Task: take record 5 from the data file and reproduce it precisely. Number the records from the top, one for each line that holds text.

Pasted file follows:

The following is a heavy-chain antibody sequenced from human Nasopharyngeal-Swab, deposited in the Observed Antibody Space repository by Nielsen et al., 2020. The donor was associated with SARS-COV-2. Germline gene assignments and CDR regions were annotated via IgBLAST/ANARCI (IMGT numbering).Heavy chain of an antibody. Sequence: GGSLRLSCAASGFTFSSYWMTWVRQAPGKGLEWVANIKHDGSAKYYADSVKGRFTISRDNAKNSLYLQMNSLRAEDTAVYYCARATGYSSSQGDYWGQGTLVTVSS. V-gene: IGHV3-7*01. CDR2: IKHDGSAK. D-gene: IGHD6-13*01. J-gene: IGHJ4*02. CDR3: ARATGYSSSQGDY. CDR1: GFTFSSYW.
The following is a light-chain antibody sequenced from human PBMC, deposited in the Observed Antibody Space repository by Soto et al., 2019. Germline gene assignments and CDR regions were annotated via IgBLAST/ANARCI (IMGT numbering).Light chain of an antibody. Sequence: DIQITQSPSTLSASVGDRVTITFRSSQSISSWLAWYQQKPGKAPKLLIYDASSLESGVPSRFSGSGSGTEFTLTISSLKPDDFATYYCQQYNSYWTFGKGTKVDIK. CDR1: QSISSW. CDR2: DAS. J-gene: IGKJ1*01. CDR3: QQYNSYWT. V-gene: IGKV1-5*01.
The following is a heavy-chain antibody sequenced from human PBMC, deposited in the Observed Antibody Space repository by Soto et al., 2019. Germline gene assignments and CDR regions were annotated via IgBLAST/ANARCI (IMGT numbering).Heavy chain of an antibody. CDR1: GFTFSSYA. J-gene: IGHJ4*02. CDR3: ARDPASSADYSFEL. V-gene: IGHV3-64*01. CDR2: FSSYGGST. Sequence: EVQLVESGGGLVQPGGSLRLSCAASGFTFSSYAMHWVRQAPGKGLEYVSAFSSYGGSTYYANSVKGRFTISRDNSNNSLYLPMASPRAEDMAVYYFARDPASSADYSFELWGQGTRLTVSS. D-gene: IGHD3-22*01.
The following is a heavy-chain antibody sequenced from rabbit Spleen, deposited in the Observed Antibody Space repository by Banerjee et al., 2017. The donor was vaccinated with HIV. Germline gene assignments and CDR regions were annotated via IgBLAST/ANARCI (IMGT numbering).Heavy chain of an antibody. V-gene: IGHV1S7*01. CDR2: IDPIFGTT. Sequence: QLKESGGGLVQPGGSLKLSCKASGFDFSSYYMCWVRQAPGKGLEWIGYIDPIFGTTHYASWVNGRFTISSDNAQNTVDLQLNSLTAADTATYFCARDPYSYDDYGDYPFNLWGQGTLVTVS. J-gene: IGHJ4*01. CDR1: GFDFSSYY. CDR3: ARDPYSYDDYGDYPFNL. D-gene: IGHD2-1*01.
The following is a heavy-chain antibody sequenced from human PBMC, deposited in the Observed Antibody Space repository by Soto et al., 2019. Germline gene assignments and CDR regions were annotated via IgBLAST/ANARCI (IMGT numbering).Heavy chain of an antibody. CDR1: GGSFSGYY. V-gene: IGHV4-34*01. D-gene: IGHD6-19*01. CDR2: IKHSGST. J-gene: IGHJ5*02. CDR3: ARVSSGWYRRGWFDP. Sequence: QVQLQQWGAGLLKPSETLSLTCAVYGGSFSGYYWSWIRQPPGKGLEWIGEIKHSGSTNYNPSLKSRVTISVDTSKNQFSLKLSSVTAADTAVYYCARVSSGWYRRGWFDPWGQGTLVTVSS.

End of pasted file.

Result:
The following is a heavy-chain antibody sequenced from human PBMC, deposited in the Observed Antibody Space repository by Soto et al., 2019. Germline gene assignments and CDR regions were annotated via IgBLAST/ANARCI (IMGT numbering).Heavy chain of an antibody. CDR1: GGSFSGYY. V-gene: IGHV4-34*01. D-gene: IGHD6-19*01. CDR2: IKHSGST. J-gene: IGHJ5*02. CDR3: ARVSSGWYRRGWFDP. Sequence: QVQLQQWGAGLLKPSETLSLTCAVYGGSFSGYYWSWIRQPPGKGLEWIGEIKHSGSTNYNPSLKSRVTISVDTSKNQFSLKLSSVTAADTAVYYCARVSSGWYRRGWFDPWGQGTLVTVSS.